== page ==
Lightspeed: Edited by John Joseph Adams




Author Spotlight: Marta Randall

Hi Marta, thank you for taking the time to speak with us. First off, how did your story, “Lázaro y Antonio” come to be?

A number of impulses came together at the same time. I wanted to play with voice and place. After the first five or six pages, I had a mental image of the last scene, and I wrote toward that.

Right off the bat, this story breaks out of many of the conventions that space opera has typically used. You’ve built a rich, multicultural world—how did your background influence this?

I can’t lay claim to a strong multi-cultural background myself. I was born in Mexico City and we would return periodically to visit relatives, but from the age of four, our household was English-language only (my teachers thought that being multi-lingual would somehow retard my progress. As a result I lost my first language, but boy, did my mother become a pro with English!). More to the point, I grew up in Berkeley but spent much of my adult life in Oakland, perhaps the most culturally diverse city in the country. That diversity created a rich, ever-evolving stew of color, taste, accent, intention, and I wanted to think about a future where all of those things still live.

Memory and cognitive functions are an important element to this story, and I got a real sense of déjà vu for the story “Flowers for Algernon.” Is there any connection?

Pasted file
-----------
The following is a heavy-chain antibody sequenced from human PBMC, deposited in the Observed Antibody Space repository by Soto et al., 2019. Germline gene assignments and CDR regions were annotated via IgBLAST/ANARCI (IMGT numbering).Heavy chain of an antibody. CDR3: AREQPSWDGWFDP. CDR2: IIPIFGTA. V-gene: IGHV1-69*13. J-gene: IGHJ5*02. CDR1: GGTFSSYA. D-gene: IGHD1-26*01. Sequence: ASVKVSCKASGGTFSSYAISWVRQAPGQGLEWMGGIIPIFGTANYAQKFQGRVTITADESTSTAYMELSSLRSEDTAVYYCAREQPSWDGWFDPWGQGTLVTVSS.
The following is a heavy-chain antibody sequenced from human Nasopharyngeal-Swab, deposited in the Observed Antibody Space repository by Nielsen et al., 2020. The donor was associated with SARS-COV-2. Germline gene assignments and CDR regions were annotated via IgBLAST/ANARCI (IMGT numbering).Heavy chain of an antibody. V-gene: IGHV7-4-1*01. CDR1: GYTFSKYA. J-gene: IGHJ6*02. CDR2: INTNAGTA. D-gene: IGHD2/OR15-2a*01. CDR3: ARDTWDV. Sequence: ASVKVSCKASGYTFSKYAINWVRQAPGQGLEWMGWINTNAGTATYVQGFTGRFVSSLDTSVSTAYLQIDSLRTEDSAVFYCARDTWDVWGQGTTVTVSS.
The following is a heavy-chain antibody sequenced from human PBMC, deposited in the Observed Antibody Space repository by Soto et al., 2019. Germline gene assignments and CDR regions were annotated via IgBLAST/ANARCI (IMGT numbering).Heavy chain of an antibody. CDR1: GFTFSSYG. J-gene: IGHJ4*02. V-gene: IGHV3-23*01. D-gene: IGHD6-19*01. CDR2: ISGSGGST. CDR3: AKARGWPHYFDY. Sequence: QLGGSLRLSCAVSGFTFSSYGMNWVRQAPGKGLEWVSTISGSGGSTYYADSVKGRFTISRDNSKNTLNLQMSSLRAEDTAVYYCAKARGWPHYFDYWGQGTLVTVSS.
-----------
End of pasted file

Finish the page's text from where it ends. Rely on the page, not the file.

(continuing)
There’s probably a subconscious connection to the Keyes story, but the more immediate connection was to my father. He died of Alzheimer’s after a long, ugly, demeaning slide that eventually robbed him even of his voice. Could anything be worse than that? Well, possibly, yes. It’s no consolation, but there it is.

Antonio and Lázaro have an uphill battle: They seem to be firmly kept in the lower rungs. Do you think that such stratification will exist if humanity moves off-world?

Oh, yes, unless somehow the Flying Spaghetti Monster returns to Earth and purges us all of greed, intolerance, fear, xenophobia, envy, the whole ugly works. Power tends to corrupt, said Lord Acton. There are always people who will get ahead by stomping their way up the ladder of life, and the devil take the hindmost. I suppose we could think about colonizing a planet and refusing to let any of the Bad Guys in, but even so, who’s going to do the choosing? Absolute power, Acton went on, tends to corrupt absolutely.

Lastly, what’s next for you? 

I don’t have anything in the works at the moment. I’m anticipating retirement next spring, so a lot of my time is spent planning for that. I teach online through Gotham Writers Workshop and that’s going to continue. Mark Twain, a personal hero, said that prophecy is very difficult, especially with respect to the future, so I think I’ll nod in his direction and just take things as they come.

Enjoyed this article? Consider supporting us via one of the following methods:

Andrew Liptak

Andrew Liptak

Andrew Liptak is the Weekend Editor for The Verge. He is the co-editor of War Stories: New Military Science Fiction, (Apex Publications, 2014). His writing has also appeared in io9, Gizmodo, Kirkus Reviews,, BN Sci-Fi & Fantasy Blog, Clarkesworld and others. He lives in Vermont.